The Importance of Checking Your A1C

Reviewed by Robert Ehrman, MD

Checking blood glucose daily is important. But don’t forget to check your A1Cs regularly, as well. The A1C test is a blood test that shows your average blood glucose results over the previous two to three months. It gives you the big picture of your blood glucose levels, including all of the ups and downs.

According to the American Diabetes Association (ADA), your A1C should be 7 percent or less. If your A1C is higher, you and your health care provider may need to make changes in your diabetes care plan. Your provider may suggest changes to your medication regimen. You may also benefit from more education or a visit with a dietitian.


Since the invention of the A1C test about 20 years ago, it has been done only in a health care provider’s office or a lab, using a blood sample from the finger or arm. But now you can check your A1C yourself with an over-the-counter A1C test. These devices have been approved by the Food and Drug Administration (FDA).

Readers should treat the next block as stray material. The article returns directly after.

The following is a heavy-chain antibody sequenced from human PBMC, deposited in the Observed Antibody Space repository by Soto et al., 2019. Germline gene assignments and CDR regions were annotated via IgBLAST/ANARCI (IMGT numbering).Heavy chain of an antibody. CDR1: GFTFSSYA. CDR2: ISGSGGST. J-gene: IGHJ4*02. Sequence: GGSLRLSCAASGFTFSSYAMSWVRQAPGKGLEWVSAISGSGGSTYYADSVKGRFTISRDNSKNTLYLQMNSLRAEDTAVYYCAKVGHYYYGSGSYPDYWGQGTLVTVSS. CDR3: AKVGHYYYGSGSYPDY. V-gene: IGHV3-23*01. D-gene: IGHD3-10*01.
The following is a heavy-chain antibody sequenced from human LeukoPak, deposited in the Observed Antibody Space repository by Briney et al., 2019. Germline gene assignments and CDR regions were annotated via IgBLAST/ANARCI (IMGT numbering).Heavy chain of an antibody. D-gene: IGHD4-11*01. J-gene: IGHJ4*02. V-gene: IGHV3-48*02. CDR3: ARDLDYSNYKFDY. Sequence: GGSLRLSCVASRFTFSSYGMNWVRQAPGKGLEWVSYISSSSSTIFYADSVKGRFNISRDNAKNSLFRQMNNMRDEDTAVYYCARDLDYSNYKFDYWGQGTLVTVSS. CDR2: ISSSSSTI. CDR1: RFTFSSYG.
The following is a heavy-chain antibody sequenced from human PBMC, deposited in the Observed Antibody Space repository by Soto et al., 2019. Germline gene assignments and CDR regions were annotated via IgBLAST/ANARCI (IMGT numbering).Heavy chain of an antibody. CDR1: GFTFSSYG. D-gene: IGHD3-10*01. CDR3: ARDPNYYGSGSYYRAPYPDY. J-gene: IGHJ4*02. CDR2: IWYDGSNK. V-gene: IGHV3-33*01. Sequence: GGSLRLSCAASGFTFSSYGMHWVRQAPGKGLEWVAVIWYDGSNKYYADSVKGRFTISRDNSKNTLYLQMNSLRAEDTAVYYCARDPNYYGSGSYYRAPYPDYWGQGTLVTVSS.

According to the ADA, you need to have your A1C checked when you first find out you have diabetes. After that, the ADA recommends getting an A1C test at least twice a year. Your A1C testing schedule may be different. For example, if you start a new diabetes medication or your blood glucose readings aren’t in your target range, your A1C needs to be checked every three months.


The A1C test does not replace daily glucose monitoring or visits with your health care provider. If you choose to use the at-home A1C tests, share your results with your health care provider, just as you would your daily blood glucose readings.

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